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Applied Geochemistry 17 (2002) 517–568
www.elsevier.com/locate/apgeochem
Review
A review of the source, behaviour and distribution
of arsenic in natural waters
P.L. Smedley*, D.G. Kinniburgh
British Geological Survey, Wallingford, Oxon OX10 8BB, UK
Received 1 March 2001; accepted 26 October 2001
Editorial handling by R. Fuge
Abstract
The range of As concentrations found in natural waters is large, ranging from less than 0.5 mg l 1 to more than 5000
mg l 1. Typical concentrations in freshwater are less than 10 mg l 1 and frequently less than 1 mg l 1. Rarely, much
higher concentrations are found, particularly in groundwater. In such areas, more than 10% of wells may be ‘affected’
(defined as those exceeding 50 mg l 1) and in the worst cases, this figure may exceed 90%. Well-known high-As
groundwater areas have been found in Argentina, Chile, Mexico, China and Hungary, and more recently in West
Bengal (India), Bangladesh and Vietnam. The scale of the problem in terms of population exposed to high As concentrations is greatest in the Bengal Basin with more than 40 million people drinking water containing ‘excessive’ As.
These large-scale ‘natural’ As groundwater problem areas tend to be found in two types of environment: firstly, inland
or closed basins in arid or semi-arid areas, and secondly, strongly reducing aquifers often derived from alluvium. Both
environments tend to contain geologically young sediments and to be in flat, low-lying areas where groundwater flow is
sluggish. Historically, these are poorly flushed aquifers and any As released from the sediments following burial has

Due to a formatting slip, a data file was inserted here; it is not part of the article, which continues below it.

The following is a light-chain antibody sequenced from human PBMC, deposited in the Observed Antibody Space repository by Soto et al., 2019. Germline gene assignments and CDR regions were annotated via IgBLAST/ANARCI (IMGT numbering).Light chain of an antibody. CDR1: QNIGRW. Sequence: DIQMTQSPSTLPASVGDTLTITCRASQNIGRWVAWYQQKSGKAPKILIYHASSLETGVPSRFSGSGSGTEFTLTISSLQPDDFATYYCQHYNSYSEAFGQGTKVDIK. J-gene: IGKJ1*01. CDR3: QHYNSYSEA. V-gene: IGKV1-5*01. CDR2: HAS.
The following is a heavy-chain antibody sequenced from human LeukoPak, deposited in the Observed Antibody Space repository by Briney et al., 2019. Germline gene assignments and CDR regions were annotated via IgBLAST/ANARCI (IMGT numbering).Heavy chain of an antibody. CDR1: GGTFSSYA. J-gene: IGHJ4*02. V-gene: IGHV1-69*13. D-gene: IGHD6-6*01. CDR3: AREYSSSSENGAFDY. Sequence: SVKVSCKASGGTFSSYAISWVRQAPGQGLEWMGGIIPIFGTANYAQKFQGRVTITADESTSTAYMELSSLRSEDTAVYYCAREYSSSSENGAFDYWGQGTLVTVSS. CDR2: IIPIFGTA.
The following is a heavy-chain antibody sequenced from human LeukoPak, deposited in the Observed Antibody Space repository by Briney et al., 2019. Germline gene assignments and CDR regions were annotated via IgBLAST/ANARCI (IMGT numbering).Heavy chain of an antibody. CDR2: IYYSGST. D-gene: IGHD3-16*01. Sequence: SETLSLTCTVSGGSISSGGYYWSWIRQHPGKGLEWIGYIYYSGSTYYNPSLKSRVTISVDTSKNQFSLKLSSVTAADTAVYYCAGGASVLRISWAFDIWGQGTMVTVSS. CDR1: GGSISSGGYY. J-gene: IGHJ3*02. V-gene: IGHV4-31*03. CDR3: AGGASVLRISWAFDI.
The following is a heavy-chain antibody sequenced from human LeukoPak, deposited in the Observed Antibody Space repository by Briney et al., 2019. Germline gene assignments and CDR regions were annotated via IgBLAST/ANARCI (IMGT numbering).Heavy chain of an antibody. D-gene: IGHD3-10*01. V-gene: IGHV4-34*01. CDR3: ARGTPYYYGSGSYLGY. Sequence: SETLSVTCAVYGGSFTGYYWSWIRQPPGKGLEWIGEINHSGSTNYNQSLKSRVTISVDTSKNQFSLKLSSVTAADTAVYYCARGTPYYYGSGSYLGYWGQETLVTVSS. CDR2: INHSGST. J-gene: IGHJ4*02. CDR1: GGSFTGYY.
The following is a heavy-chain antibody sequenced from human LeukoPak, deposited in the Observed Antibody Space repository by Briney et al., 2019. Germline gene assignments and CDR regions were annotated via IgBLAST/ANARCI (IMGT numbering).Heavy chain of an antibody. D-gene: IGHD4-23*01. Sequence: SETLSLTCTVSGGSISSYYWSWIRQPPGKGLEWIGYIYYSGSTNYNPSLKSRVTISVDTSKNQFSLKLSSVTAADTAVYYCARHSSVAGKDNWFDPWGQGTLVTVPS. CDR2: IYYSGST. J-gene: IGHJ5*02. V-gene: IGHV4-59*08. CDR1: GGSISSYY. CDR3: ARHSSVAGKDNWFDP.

been able to accumulate in the groundwater. Arsenic-rich groundwaters are also found in geothermal areas and, on a
more localised scale, in areas of mining activity and where oxidation of sulphide minerals has occurred. The As content
of the aquifer materials in major problem aquifers does not appear to be exceptionally high, being normally in the
range 1–20 mg kg 1. There appear to be two distinct ‘triggers’ that can lead to the release of As on a large scale. The
first is the development of high pH (> 8.5) conditions in semi-arid or arid environments usually as a result of the
combined effects of mineral weathering and high evaporation rates. This pH change leads either to the desorption of
adsorbed As (especially As(V) species) and a range of other anion-forming elements (V, B, F, Mo, Se and U) from
mineral oxides, especially Fe oxides, or it prevents them from being adsorbed. The second trigger is the development of
strongly reducing conditions at near-neutral pH values, leading to the desorption of As from mineral oxides and to the
reductive dissolution of Fe and Mn oxides, also leading to As release. Iron (II) and As(III) are relatively abundant in
these groundwaters and SO4 concentrations are small (typically 1 mg l 1 or less). Large concentrations of phosphate,
bicarbonate, silicate and possibly organic matter can enhance the desorption of As because of competition for
adsorption sites. A characteristic feature of high groundwater As areas is the large degree of spatial variability in As
concentrations in the groundwaters. This means that it may be difficult, or impossible, to predict reliably the likely